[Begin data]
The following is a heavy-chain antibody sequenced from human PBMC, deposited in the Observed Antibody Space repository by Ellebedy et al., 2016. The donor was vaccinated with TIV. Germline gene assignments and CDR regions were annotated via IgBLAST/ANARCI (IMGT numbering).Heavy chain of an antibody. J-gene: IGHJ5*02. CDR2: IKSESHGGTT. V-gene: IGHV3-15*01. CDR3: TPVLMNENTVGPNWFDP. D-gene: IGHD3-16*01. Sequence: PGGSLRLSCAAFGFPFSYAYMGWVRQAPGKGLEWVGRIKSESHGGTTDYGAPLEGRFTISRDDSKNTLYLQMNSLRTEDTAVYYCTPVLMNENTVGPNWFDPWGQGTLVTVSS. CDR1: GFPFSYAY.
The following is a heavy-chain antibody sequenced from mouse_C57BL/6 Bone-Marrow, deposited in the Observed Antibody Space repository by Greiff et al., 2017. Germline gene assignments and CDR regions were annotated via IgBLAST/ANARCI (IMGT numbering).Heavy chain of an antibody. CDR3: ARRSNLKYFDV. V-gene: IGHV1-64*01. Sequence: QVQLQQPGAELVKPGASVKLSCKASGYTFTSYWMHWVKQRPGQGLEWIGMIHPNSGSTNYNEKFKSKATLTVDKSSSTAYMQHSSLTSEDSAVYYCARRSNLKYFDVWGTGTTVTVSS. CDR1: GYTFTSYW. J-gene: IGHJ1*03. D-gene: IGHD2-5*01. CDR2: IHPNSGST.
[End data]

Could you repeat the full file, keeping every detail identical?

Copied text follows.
The following is a heavy-chain antibody sequenced from human PBMC, deposited in the Observed Antibody Space repository by Ellebedy et al., 2016. The donor was vaccinated with TIV. Germline gene assignments and CDR regions were annotated via IgBLAST/ANARCI (IMGT numbering).Heavy chain of an antibody. J-gene: IGHJ5*02. CDR2: IKSESHGGTT. V-gene: IGHV3-15*01. CDR3: TPVLMNENTVGPNWFDP. D-gene: IGHD3-16*01. Sequence: PGGSLRLSCAAFGFPFSYAYMGWVRQAPGKGLEWVGRIKSESHGGTTDYGAPLEGRFTISRDDSKNTLYLQMNSLRTEDTAVYYCTPVLMNENTVGPNWFDPWGQGTLVTVSS. CDR1: GFPFSYAY.
The following is a heavy-chain antibody sequenced from mouse_C57BL/6 Bone-Marrow, deposited in the Observed Antibody Space repository by Greiff et al., 2017. Germline gene assignments and CDR regions were annotated via IgBLAST/ANARCI (IMGT numbering).Heavy chain of an antibody. CDR3: ARRSNLKYFDV. V-gene: IGHV1-64*01. Sequence: QVQLQQPGAELVKPGASVKLSCKASGYTFTSYWMHWVKQRPGQGLEWIGMIHPNSGSTNYNEKFKSKATLTVDKSSSTAYMQHSSLTSEDSAVYYCARRSNLKYFDVWGTGTTVTVSS. CDR1: GYTFTSYW. J-gene: IGHJ1*03. D-gene: IGHD2-5*01. CDR2: IHPNSGST.